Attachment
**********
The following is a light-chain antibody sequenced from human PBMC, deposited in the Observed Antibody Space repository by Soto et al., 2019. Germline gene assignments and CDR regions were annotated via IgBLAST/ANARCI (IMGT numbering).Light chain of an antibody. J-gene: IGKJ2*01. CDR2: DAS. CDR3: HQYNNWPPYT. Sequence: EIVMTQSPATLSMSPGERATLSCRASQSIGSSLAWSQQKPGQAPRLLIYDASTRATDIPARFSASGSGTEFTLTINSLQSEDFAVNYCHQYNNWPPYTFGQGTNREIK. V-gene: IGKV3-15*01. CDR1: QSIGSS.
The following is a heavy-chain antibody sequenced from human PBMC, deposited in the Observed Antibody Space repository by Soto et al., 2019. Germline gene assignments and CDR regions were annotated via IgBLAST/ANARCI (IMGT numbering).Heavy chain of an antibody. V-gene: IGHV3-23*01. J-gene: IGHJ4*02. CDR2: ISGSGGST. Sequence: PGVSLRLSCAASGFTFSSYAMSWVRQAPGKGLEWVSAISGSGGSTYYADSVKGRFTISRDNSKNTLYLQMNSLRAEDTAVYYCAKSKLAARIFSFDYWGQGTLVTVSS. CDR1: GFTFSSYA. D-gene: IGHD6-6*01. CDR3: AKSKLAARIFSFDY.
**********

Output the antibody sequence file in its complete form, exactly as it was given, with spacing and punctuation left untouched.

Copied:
The following is a light-chain antibody sequenced from human PBMC, deposited in the Observed Antibody Space repository by Soto et al., 2019. Germline gene assignments and CDR regions were annotated via IgBLAST/ANARCI (IMGT numbering).Light chain of an antibody. J-gene: IGKJ2*01. CDR2: DAS. CDR3: HQYNNWPPYT. Sequence: EIVMTQSPATLSMSPGERATLSCRASQSIGSSLAWSQQKPGQAPRLLIYDASTRATDIPARFSASGSGTEFTLTINSLQSEDFAVNYCHQYNNWPPYTFGQGTNREIK. V-gene: IGKV3-15*01. CDR1: QSIGSS.
The following is a heavy-chain antibody sequenced from human PBMC, deposited in the Observed Antibody Space repository by Soto et al., 2019. Germline gene assignments and CDR regions were annotated via IgBLAST/ANARCI (IMGT numbering).Heavy chain of an antibody. V-gene: IGHV3-23*01. J-gene: IGHJ4*02. CDR2: ISGSGGST. Sequence: PGVSLRLSCAASGFTFSSYAMSWVRQAPGKGLEWVSAISGSGGSTYYADSVKGRFTISRDNSKNTLYLQMNSLRAEDTAVYYCAKSKLAARIFSFDYWGQGTLVTVSS. CDR1: GFTFSSYA. D-gene: IGHD6-6*01. CDR3: AKSKLAARIFSFDY.